Polish housing construction is unlikely to improve this year and the downtrend could even accelerate till year-end, while positive industrial and commercial construction will not be sufficient to offset this, says ING Bank.
Polish construction output rose by 1.1% year-on-year in July, significantly below expectations of 2.5%. EU-backed infrastructure projects continue to be the main growth driver, while housing remains a major drag, the bank says in a note sent to Kallanish.
Civil engineering, which rose by 11.8% year-on-year, remains construction’s biggest growth driver. “This is most likely because there are still incomplete infrastructure projects planned under the last settlement year of the ‘old’ EU budget. The experience of previous EU budget perspectives allows us to assume that dynamic growth in this category will be maintained (or even accelerated) until the end of this year,” ING observes.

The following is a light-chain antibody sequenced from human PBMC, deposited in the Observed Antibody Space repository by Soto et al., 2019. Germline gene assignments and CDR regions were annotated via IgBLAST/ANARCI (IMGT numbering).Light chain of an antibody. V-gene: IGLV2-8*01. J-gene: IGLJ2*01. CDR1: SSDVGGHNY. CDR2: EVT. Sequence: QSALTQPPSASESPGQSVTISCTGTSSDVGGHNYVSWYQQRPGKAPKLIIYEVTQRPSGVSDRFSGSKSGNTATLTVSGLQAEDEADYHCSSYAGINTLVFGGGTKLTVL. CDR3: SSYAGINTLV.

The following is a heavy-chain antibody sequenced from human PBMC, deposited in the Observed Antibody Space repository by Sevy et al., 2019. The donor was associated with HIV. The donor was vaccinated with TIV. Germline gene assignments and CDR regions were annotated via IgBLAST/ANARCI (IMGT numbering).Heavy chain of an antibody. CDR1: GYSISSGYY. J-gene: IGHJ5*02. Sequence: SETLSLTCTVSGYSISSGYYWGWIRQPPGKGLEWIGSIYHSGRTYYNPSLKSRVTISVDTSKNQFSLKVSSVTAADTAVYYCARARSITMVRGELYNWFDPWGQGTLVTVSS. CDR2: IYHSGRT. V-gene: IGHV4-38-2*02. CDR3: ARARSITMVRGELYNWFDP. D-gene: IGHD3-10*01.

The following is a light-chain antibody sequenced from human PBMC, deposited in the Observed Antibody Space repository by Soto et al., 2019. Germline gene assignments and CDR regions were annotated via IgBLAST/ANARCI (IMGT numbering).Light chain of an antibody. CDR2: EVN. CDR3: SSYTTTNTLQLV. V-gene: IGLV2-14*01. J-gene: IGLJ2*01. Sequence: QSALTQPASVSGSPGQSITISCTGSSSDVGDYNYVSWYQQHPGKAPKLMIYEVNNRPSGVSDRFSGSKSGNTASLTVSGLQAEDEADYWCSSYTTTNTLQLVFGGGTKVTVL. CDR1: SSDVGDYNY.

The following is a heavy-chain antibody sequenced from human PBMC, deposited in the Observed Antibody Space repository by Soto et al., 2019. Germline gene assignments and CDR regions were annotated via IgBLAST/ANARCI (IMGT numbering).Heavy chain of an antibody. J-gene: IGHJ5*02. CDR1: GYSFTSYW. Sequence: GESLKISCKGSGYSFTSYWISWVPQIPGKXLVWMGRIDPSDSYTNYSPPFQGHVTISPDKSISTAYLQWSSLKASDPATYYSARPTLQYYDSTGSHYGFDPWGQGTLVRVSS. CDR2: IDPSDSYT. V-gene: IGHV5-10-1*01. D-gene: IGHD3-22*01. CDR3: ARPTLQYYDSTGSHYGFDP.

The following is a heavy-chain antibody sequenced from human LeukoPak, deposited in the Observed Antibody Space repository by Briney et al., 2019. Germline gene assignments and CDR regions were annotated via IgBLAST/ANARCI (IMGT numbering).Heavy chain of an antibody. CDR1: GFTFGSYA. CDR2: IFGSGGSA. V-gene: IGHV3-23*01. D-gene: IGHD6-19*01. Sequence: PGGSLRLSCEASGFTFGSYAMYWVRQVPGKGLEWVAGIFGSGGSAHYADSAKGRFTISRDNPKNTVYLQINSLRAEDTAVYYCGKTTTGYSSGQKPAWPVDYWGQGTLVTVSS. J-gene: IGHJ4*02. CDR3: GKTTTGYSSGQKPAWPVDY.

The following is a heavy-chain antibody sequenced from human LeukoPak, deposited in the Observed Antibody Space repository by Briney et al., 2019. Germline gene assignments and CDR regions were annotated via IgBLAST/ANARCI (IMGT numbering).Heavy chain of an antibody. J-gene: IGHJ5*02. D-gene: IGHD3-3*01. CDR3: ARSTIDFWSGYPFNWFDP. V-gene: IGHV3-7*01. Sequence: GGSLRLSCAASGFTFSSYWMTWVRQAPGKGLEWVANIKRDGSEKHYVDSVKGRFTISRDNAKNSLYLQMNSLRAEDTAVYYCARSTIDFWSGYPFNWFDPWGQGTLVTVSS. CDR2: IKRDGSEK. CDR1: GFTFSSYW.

The construction of buildings, primarily residential, remains the weak spot, falling by 7.8% in July. The number of housing units under construction remains on a strong downward trend from record levels in the first half of 2022 but is still at a fairly high historical level.
“Combined with weak demand at the turn of the year, the result is a very high number of apartments on offer, enough to cover demand for many months. Therefore, even a significant increase in interest in housing related to the government’s ‘2% Safe Credit’ programme will not be enough to substantially improve housing construction this year,” ING says.
Major Polish rebar producer CMC Poland said last month that May-quarter performance was impacted by Polish construction activity decelerating and industrial production across Central Europe remaining muted.
Adam Smith Poland